Scattered across the country, there are 423 national parks. Some protect the nation’s incredible natural beauty — places like the Grand Canyon, Yellowstone, and the Everglades. But they protect much more than that. In that number, there are many national battlefield sites and parks, military parks, historical parks, and historical monuments.
Alabama has its own share of national parks, all of which are curated and maintained by the National Park Service (NPS). Many of those bring the history of the state — both the tragic and triumphant — to visitors.
There are seven such historic sites in Alabama that bring the history of the civil rights movement and Native Americans vividly to life, giving you a deep and moving perspective on Black and Native American struggles.
1. Horseshoe Bend National Military Park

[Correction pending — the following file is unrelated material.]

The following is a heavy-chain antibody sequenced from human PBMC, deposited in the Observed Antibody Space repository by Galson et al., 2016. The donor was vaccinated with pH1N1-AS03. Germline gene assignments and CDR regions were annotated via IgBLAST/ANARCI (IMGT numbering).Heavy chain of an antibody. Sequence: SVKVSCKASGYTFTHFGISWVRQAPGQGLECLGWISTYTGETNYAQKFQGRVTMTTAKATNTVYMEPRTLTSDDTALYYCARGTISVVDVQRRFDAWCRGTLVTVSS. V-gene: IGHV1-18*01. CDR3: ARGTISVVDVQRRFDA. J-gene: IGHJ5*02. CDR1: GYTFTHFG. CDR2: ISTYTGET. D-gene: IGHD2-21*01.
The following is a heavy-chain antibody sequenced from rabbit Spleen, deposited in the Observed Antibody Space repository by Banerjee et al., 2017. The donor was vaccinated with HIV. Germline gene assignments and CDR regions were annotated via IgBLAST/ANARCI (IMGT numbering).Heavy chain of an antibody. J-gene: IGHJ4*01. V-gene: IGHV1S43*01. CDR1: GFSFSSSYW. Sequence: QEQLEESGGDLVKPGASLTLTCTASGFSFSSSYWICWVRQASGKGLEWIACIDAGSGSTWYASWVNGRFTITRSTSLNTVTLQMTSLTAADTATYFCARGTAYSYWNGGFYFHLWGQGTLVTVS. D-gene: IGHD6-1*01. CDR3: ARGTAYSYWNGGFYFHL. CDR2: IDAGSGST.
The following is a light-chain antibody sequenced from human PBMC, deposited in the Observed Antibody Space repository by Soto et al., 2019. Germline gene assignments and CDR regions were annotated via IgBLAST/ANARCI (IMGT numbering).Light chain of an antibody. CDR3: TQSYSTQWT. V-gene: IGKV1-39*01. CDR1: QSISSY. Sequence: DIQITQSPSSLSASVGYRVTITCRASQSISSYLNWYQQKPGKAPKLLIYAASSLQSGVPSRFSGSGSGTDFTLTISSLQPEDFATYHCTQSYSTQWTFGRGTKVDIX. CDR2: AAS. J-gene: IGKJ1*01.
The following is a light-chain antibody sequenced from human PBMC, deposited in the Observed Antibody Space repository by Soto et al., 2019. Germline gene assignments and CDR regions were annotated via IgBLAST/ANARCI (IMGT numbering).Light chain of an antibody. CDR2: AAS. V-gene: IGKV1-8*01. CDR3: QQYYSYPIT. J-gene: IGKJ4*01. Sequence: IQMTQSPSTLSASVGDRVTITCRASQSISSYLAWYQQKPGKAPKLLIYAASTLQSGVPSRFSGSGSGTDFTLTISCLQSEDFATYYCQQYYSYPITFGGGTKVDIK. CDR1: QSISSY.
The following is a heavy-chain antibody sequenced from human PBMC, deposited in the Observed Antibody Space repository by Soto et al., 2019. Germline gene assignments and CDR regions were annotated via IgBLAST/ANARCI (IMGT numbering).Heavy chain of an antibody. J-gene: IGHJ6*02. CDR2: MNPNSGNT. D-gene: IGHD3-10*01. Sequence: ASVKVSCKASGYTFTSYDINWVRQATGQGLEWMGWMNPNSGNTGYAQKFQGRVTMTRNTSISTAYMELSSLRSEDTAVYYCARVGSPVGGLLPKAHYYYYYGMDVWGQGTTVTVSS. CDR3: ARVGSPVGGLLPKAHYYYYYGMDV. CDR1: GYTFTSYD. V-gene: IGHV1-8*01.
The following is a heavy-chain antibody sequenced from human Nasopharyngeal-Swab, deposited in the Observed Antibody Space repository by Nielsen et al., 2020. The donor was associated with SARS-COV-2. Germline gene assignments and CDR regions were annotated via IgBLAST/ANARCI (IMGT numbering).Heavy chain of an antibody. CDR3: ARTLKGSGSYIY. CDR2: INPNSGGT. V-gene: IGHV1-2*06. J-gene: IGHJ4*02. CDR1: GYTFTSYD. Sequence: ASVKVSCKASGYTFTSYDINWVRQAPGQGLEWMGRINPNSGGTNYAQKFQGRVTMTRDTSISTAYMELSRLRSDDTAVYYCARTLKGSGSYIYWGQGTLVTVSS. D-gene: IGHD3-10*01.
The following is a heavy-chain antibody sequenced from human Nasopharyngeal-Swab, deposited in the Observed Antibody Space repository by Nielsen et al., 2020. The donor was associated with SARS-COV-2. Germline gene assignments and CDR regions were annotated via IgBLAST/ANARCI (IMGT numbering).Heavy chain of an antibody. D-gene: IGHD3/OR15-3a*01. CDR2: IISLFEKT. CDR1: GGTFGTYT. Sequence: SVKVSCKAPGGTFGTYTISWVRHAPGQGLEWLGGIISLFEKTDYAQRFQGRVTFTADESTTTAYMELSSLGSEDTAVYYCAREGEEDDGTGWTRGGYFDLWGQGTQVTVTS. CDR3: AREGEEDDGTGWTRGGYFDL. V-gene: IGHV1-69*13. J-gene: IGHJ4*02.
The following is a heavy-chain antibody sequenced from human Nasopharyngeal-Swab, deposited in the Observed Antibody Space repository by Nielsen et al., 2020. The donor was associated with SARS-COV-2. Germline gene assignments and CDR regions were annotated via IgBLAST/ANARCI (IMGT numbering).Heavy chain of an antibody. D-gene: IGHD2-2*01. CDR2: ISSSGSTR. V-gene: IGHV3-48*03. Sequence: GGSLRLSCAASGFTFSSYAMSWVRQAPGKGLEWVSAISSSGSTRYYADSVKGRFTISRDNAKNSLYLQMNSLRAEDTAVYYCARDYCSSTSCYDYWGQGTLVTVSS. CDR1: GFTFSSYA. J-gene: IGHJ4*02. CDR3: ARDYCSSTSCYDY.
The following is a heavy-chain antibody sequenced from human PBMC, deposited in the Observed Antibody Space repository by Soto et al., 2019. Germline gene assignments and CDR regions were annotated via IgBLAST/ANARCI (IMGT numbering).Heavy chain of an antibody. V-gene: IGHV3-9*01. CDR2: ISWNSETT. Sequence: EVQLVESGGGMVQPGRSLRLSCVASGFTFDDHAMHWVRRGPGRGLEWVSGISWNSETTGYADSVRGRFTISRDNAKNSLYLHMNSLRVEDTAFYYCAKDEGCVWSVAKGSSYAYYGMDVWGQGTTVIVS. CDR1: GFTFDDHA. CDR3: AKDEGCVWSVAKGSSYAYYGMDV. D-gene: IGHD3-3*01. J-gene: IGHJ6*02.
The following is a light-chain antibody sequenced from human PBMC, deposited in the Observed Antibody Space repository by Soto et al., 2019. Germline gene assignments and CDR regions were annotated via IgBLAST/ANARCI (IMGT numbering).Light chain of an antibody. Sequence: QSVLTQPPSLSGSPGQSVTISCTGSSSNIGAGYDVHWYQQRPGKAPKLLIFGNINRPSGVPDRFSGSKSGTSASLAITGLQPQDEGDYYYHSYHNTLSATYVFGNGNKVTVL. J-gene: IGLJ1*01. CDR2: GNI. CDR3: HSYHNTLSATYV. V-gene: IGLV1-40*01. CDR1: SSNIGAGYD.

Stepping out of your car at the Horseshoe Bend National Military Park in Daviston, Alabama, you will be immediately struck by the silence and the quiet serenity that surrounds you. But over 100 years ago on this very site at a horseshoe bend in the Tallapoosa River, the bloody and decisive battle of the Creek War was fought. It shaped the course of history for Native American tribes of the region, which culminated in their removal from the land in what became known as the Trail of Tears.
Andrew Jackson’s 3,300-troops attacked the Creek settlement here at the horseshoe-shaped bend of the Tallapoosa River on March 27, 1814. Of the 1,000 Red Stick warriors who fought the battle, 800 were killed.
Begin your visit at the visitor center, where there are displays and a 15-minute film about the battle that will set the scene for you. From there, you have options to tour the park. You can either drive or bike the three-mile loop road that takes you to historic markers that depict key events of the battle, or you can hike an easy 2.8-mile nature trail that takes you to the historic markers and through the forest that surrounds the park and the banks of the wide Tallapoosa River.